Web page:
To institutionalise the learning outcome the NCF for the foundational stage has been piloted in 49 Balvatikas in Kendriya Vidyalaya. How much time do you think it will take for it to be implemented across India in all boards and are there states where we will see faster adoption?

The Learning Outcomes of the NCF should not take very long to be implemented as the states are moving in a positive direction towards implementing the NCF and wherever we have discussions with school leaders and educators, they are most enthusiastic about adopting the new ideas and pedagogies mentioned therein. There are several other initiatives and training programmes being carried out on aligning the education system to the NEP and NCF, so the process should be quite fast. With webinars and online means of disseminating knowledge and imparting training, adoption is happening at great speed.

What are your views on NCF suggesting employing simple worksheets rather than any prescribed textbooks for the 3-6 age group?

The NCF talks extensively about the need for exposure to print materials early on, starting with picture/story books and read-aloud books and moving on to more and more complex stories and text via, for example, graded readers. They’ve mentioned that these books should be fun, relatable, colourful, and engaging. They’ve also said that the content should be rooted in the local and Indian context, traditions, and literature. In addition, they’ve said that practice in writing can be conducted through workbooks with graded worksheets. All this is in alignment with the kind of products we publish for this age group, which are a combination of attractive reading material and worksheets for practice. There are no textbooks for this age group, but a familiarity with the form of the book is an introduction to a life-long habit of reading and learning.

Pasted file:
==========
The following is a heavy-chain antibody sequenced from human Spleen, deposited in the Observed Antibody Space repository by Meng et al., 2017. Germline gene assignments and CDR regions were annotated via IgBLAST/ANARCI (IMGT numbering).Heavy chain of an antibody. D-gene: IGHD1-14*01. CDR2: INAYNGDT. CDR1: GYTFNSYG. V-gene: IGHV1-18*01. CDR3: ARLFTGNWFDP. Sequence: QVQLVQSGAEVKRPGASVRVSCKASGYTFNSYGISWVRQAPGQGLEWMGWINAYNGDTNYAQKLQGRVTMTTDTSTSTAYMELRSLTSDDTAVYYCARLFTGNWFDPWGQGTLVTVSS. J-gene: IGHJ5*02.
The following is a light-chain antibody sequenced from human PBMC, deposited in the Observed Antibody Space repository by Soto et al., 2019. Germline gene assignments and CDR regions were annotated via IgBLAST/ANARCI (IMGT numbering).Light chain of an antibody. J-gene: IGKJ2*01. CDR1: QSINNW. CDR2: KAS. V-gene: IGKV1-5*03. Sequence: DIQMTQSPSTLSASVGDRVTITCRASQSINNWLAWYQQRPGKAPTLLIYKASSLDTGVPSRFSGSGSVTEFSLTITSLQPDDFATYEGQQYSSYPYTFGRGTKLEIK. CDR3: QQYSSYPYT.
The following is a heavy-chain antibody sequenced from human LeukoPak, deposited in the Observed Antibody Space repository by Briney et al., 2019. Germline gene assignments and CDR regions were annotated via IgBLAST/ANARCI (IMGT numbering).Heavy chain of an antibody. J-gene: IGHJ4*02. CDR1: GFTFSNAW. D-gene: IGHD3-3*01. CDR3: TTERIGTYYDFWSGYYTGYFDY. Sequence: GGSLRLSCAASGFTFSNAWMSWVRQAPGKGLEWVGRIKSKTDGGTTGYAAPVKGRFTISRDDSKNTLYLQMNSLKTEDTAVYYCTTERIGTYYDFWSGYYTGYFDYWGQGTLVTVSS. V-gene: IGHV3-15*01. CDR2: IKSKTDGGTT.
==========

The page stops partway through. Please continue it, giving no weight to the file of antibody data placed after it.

What are some of the challenges that NCF-FS will face, and how will the problem of low enrollment and attendance in preschools compared to primary schools be addressed?

The NCF-FS might face some short-term challenges as it proposes a new methodology and means of assessment and evaluation for which teachers will need training and parents will also need to understand the paradigm shift from rote learning and drilling to a more holistic, experiential way of learning. However, all the training programmes that have been planned should address this. We conduct interactive sessions in schools or online where teachers are made aware of the new approaches in the NEP and NCF, and they are quite agog to implement the ideas therein, so I’m certain that these challenges will be overcome.

What are the initiatives on NEP Priorities?

We publish a whole range of high-quality books which have now all been aligned to the NEP. We identified core concepts that the NEP talks about, be it critical thinking, problem solving, environmental awareness, health literacy, digital skills or the spirit of citizenship, and we’ve included activities and exercises in all new books and revisions, which focus on these core concepts and skills. The NEP talks about something very interesting: the 17 Sustainable Development Goals or SDGs identified by the United Nations to transform the world into a better place by 2030. The goals address health, peace and prosperity for all people, and a better future for the planet. In keeping with this NEP mandate, we have incorporated exercises and activities that will help spread awareness of these SDGs and teach children how they can play a role in transforming the world. Other than this, of course, there are numerous government initiatives like NIPUN Bharat, Vidya Pravesh and Bal Vatika, as well as initiatives taken to foster inclusivity like e-content on e-Vidya which caters to Divyang learners.